Insights from our panel on breaking down the barriers to gender diversity in tech
March 27, 2015
Last night, I had the pleasure of moderating a fantastic discussion between four inspiring women about the role of women in technology and the issues they have faced (and overcome) throughout their careers. The panel – which featured Kamilah Taylor, senior software engineer at LinkedIn; Sara Ortloff Khoury, VP of user experience design and research at Walmart Labs; Leigh Honeywell, security engineer at Heroku; and Gretchen Anderson, VP of product at Great Schools – was hosted at LinkedIn’s SF R&D office as part of our regular meet up series and in celebration of International Women’s Month.
Gender inequality and inequity in the tech industry is, of course, a huge and ongoing issue. The panel touched on everything from the media’s representation of the people that work in technology (think of stereotypical male hackers living in a basement, and lack of female representation in “The Internship”), to how to overcome the root causes of gender discrimination. Kamilah Taylor shared a fantastic story about her parents having to advocate for her to get her into advanced-level math and science classes in school, highlighting the lack of access girls have to math and computer science when they’re young. Studies show that girls in the single-digit age range are just as interested in math and science as boys are, but end up exposed to those fields less and less as they grow up. Once women are actually in the industry, they leave twice as quickly as their male co-workers do.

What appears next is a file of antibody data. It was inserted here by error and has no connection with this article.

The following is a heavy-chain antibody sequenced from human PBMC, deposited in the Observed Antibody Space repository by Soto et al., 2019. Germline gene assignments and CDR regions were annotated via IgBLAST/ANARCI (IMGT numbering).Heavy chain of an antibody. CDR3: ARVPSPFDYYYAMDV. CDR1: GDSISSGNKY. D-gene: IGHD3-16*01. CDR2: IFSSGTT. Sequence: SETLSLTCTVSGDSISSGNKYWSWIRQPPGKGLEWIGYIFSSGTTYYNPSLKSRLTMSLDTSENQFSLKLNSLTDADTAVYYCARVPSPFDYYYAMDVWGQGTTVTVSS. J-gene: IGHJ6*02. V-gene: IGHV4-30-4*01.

Several of the panelists also talked about unconscious bias and stereotypes we encounter – and harbor – on a daily basis, be it gender, age, race or otherwise.
Here are a few tips the panelists gave to make yourself indispensable at your job, and help break down the barriers to gender diversity:
Get a mentor and a sponsor.
A mentor can be someone more senior or even a peer who supports and encourages you to learn and grow in your career. This can be hard at first because, as Taylor said: “I felt like I was bothering people. I felt like I needed to be self sufficient, but I finally realized no one does this themselves.” Leigh shared a great insight that if you want to find sponsors you need to treat people in high places like your peers. This can create champions who will end up advocating for you. Those people who rely on your work and appreciate what you do will go to bat for you when you need it.
Nothing in tech will slow down.
Opportunities aren’t just going to come knocking on your door – you need to jump up and ask for more if you need it. Ask for help if you need it, and use your intuition and deductive reasoning to see what’s going on in your field in order to make productive assumptions.
Make relationships with people and learn how to adjust quickly to changing landscapes. Make yourself indispensable by continuing to learn new skills, and becoming a leader at work, whether it’s by being the best at what you do, or being a mentor or teacher to others.
At the end of the day, everyone is impacted by the gender gap, whether we know it or not – and everyone has to take action. We need champions on all sides of the fence. The only way to make that happen is to keep relaying the same message and one of these days, the message will stick. We need to internalize it and embody it in our everyday lives. It was inspiring for me to hear these women give out wonderful advice and advocate for everyone to get an equal opportunity out of the great work they do.